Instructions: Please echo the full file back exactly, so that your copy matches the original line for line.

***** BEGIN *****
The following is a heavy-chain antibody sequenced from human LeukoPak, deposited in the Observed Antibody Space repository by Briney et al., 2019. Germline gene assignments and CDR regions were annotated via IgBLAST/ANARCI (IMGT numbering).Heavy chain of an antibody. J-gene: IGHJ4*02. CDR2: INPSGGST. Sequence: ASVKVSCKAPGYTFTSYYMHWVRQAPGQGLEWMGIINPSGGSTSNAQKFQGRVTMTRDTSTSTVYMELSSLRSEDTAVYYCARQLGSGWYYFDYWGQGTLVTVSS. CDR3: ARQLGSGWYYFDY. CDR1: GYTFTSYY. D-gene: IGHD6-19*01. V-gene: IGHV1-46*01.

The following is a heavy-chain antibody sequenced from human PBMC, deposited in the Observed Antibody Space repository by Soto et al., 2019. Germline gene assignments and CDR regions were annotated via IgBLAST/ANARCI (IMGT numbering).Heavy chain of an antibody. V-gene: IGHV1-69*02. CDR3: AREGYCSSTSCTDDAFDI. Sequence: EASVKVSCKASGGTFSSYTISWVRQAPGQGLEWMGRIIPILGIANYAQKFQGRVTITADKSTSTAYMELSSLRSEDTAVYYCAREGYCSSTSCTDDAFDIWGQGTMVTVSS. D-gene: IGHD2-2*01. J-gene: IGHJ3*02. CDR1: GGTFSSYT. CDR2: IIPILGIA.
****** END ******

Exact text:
The following is a heavy-chain antibody sequenced from human LeukoPak, deposited in the Observed Antibody Space repository by Briney et al., 2019. Germline gene assignments and CDR regions were annotated via IgBLAST/ANARCI (IMGT numbering).Heavy chain of an antibody. J-gene: IGHJ4*02. CDR2: INPSGGST. Sequence: ASVKVSCKAPGYTFTSYYMHWVRQAPGQGLEWMGIINPSGGSTSNAQKFQGRVTMTRDTSTSTVYMELSSLRSEDTAVYYCARQLGSGWYYFDYWGQGTLVTVSS. CDR3: ARQLGSGWYYFDY. CDR1: GYTFTSYY. D-gene: IGHD6-19*01. V-gene: IGHV1-46*01.

The following is a heavy-chain antibody sequenced from human PBMC, deposited in the Observed Antibody Space repository by Soto et al., 2019. Germline gene assignments and CDR regions were annotated via IgBLAST/ANARCI (IMGT numbering).Heavy chain of an antibody. V-gene: IGHV1-69*02. CDR3: AREGYCSSTSCTDDAFDI. Sequence: EASVKVSCKASGGTFSSYTISWVRQAPGQGLEWMGRIIPILGIANYAQKFQGRVTITADKSTSTAYMELSSLRSEDTAVYYCAREGYCSSTSCTDDAFDIWGQGTMVTVSS. D-gene: IGHD2-2*01. J-gene: IGHJ3*02. CDR1: GGTFSSYT. CDR2: IIPILGIA.